Barbados is battling climate change and feels it is on the “front line,” said Prime Minister Mia Mottley. Like many Caribbean islands, Barbados is threatened by rising sea levels and extreme weather events like hurricanes that are increasing in intensity and frequency.
Emerging countries like Barbados need financial assistance to adapt to and mitigate against climate change, Mottley insisted.
Twelve years ago, developed nations pledged $100 billion a year towards helping them do it by 2020, but that target was not met. Mottley is among world leaders at the climate change conference (COP26) in Scotland arguing that sufficient measures are not being made. It’s not just a question of countries sharing responsibilities, she said, but of ensuring their very existence. “This issue is about life and death for us. It is an issue about the stability of a nation.”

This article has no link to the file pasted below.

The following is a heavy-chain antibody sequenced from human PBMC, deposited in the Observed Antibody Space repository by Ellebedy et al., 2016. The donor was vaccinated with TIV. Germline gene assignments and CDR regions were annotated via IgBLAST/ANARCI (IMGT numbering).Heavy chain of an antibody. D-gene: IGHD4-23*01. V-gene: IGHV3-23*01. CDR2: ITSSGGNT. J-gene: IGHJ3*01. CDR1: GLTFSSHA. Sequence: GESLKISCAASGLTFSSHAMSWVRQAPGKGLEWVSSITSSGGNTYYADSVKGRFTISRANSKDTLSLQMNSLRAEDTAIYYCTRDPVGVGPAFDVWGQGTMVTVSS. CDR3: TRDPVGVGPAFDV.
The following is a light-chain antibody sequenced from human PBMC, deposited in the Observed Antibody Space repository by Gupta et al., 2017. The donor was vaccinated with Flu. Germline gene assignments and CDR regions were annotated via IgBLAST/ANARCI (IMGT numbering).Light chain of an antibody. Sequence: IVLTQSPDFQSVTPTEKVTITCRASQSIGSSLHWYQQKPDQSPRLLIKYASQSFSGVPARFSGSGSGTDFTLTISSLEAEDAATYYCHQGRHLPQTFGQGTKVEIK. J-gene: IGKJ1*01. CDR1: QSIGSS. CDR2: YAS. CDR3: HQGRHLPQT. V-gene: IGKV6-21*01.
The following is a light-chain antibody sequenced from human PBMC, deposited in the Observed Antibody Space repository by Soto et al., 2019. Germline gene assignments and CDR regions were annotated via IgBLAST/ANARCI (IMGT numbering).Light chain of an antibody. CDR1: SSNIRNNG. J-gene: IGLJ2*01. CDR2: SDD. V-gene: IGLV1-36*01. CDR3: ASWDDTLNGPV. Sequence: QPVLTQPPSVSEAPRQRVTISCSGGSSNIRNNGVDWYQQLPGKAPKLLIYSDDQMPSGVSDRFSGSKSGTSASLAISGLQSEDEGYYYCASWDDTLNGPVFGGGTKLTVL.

Mottley has made tackling the country’s spiralling debt a priority, and she negotiated a debt restructuring for Barbados shortly after taking office in 2018 that included “natural-¬disaster clauses” to allow a break in interest repayments in the aftermath of extreme weather events. But the combined impact of those disasters and the Covid-19 pandemic has taken a heavy toll economically on the island. “You are effectively talking about the potential loss of a decade,” Mottley said.
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